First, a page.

- Replaces the Land Acquisition Act, 1894.
- The provisions of this Bill shall not apply to 16 existing legislation that provide for land acquisition. viz: The Atomic Energy Act, 1962, The National Highways Act, 1956, SEZ Act, 2005, Land Acquisition (Mines) Act, 1885, The Railways Act, 1989.
- The provisions of the Bill relating to land acquisition, rehabilitation and resettlement shall be applicable in cases when the appropriate government acquires land, (a) for its own use and control, (b) to transfer it for the use of private companies for public purpose, and (c) on the request of private companies for immediate use for public purpose.
- If private companies acquire more than 100 acres of land in rural and more than 50 acres of land in urban areas R&R package to be provided.
- Public Purpose: Land acquired for (a) strategic defense purposes & national security, (b) roads, railways, highways, and ports, built by government or public sector enterprises (c) planned development, and (e) residential purposes for the poor and landless.
- Public purpose includes other government projects which benefit the public as well as provision of public goods and services by private companies or public private partnerships; these require the consent of 80 % of project affected people. Affected families include those whose livelihood may be affected due to the acquisition, and includes landless labourers and artisans.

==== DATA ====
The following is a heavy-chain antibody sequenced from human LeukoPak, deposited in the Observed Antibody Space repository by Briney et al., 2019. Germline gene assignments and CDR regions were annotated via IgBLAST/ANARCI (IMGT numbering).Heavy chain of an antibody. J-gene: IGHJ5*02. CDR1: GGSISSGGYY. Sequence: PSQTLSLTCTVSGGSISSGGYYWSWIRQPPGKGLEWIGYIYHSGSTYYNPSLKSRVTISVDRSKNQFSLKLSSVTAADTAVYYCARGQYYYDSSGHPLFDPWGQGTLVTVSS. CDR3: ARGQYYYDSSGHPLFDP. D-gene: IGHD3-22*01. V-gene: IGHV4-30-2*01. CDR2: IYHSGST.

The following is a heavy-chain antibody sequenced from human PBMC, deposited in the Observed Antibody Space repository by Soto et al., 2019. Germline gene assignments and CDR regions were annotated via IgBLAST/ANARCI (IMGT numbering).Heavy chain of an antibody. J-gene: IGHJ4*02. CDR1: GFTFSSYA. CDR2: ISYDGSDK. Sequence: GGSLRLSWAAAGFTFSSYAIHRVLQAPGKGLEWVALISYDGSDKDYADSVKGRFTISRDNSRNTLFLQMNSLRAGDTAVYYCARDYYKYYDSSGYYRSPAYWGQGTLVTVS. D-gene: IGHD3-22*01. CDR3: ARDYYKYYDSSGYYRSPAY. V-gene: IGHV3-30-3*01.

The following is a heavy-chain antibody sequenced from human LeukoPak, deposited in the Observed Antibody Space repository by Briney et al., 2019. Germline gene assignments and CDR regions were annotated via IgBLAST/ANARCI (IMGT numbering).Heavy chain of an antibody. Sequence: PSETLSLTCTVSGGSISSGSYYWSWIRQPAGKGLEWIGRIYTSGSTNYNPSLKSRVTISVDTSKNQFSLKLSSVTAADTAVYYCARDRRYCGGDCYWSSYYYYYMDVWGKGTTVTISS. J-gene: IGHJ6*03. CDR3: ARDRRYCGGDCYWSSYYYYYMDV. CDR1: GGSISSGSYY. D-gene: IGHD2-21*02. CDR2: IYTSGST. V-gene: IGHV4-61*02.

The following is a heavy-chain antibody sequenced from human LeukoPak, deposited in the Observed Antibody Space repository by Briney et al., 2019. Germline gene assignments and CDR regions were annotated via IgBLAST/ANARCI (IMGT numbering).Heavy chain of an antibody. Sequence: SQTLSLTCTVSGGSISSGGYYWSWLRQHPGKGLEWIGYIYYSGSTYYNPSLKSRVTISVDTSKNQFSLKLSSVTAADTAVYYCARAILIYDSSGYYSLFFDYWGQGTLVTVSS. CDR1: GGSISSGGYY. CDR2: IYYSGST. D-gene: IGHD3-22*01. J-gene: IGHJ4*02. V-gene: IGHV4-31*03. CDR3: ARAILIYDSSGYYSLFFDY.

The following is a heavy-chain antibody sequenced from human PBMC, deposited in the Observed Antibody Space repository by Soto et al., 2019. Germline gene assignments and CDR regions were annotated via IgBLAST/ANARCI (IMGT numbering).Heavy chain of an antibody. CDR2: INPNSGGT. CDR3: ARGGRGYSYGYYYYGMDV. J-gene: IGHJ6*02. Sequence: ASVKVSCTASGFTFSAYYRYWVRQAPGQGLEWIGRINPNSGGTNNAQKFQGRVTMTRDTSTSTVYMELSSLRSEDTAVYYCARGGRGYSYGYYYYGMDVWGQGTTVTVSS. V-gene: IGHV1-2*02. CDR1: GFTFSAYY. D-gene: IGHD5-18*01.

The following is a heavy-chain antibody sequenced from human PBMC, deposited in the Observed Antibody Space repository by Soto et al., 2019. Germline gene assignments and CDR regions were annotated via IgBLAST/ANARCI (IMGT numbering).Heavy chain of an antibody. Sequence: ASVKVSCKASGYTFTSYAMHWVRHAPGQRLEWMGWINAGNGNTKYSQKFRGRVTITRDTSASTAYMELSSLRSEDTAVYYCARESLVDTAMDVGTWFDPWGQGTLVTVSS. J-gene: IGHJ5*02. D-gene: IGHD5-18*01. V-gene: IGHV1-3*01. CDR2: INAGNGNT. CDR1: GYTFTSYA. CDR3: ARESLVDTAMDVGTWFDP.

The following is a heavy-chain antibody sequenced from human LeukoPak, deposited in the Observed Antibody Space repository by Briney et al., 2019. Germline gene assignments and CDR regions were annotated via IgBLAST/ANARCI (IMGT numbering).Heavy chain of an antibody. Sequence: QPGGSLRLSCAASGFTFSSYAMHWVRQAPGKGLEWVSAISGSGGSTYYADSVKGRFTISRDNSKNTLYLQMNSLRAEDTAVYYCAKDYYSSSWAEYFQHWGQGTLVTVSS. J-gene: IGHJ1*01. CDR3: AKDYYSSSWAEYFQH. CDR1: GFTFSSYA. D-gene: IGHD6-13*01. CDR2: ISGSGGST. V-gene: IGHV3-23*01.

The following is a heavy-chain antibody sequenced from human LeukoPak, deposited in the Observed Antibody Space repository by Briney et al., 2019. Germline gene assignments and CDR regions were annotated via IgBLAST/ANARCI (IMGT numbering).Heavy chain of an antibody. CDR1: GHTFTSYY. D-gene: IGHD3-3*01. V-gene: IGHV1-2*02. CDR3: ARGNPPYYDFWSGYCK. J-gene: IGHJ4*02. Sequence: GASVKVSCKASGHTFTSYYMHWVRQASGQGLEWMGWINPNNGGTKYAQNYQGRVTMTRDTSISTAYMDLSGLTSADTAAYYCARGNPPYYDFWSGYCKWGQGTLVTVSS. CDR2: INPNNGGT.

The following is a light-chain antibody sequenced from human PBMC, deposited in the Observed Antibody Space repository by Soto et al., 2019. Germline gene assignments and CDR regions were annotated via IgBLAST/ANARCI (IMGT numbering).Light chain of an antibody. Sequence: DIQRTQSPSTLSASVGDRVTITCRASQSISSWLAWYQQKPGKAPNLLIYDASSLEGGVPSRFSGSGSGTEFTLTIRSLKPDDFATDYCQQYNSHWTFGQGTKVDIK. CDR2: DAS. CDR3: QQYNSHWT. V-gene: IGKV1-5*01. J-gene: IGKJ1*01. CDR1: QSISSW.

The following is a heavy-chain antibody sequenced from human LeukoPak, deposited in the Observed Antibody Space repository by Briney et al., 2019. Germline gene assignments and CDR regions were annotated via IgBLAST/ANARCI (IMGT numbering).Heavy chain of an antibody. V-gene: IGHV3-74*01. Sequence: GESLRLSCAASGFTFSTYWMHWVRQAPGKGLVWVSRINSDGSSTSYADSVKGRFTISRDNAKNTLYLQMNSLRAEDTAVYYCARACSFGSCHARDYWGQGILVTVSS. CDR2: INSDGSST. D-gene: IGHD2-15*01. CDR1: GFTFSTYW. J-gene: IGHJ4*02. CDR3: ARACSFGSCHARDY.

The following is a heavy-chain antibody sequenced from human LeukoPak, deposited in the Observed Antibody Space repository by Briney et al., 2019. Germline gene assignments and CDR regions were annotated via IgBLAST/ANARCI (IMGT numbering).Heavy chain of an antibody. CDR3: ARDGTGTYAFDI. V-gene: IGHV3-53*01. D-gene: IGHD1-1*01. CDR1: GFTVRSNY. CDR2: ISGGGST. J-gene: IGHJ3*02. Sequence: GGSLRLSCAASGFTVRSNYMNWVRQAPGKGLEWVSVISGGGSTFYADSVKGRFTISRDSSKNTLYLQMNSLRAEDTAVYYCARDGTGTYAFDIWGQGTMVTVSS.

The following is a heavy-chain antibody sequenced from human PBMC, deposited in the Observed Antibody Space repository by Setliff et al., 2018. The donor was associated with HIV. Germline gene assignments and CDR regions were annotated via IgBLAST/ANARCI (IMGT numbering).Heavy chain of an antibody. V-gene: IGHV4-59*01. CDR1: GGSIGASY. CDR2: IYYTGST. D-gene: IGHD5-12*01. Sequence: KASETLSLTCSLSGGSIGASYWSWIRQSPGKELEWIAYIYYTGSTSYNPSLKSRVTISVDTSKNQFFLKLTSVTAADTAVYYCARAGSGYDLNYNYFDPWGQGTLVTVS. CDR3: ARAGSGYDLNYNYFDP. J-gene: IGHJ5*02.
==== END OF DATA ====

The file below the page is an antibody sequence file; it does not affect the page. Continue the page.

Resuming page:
A maximum of five per cent of irrigated multi-cropped land may be acquired in a district, with certain conditions.
Every acquisition requires a Social Impact Assessment (SIA) by an independent body followed by a preliminary notification and a final award by the District Collector.
In the case of urgency, the Bill proposes that the appropriate government shall acquire the land after 30
days from the date of the issue of the notification (without SIA). This clause may be used only for defense, national security, and conditions arising out of a national calamity.
The compensation for the land acquired shall based on the higher of (a) the minimum land value, specified in the Indian Stamp Act, 1899 for the registration of sale deeds; and (b) the average sale price of the higher priced 50% of all sale deeds registered in the previous 3 years for similar type of land situated in the vicinity. This amount is further doubled in case of rural areas. The value of the assets (trees, plants, buildings etc) attached to the land being acquired will be added to this amount. This total amount will then be multiplied by two to get the final compensation amount; in case of the urgency clause, this multiplication factor will be 2.75.
The Bill proposes the following authorities;
Administrator; Commissioner for Rehabilitation and Resettlement; Rehabilitation and Resettlement Committee (for acquisition of 100 acres or more of land); National Monitoring Committee for Rehabilitation and Resettlement; and Land Acquisition, Rehabilitation and Resettlement Authority (which shall adjudicate all
disputes, with appeal to the High Court).
If an acquired land which is transferred to a person for a consideration, is left unutilised for a period of 10 years from the date it was acquired, it shall be returned to the Land Bank or the appropriate government.
The Bill proposes that in cases where the ownership of an acquired land is sold to any person, without any
development made, 20 per cent of the profit made shall be shared among all the persons from whom the land was acquired.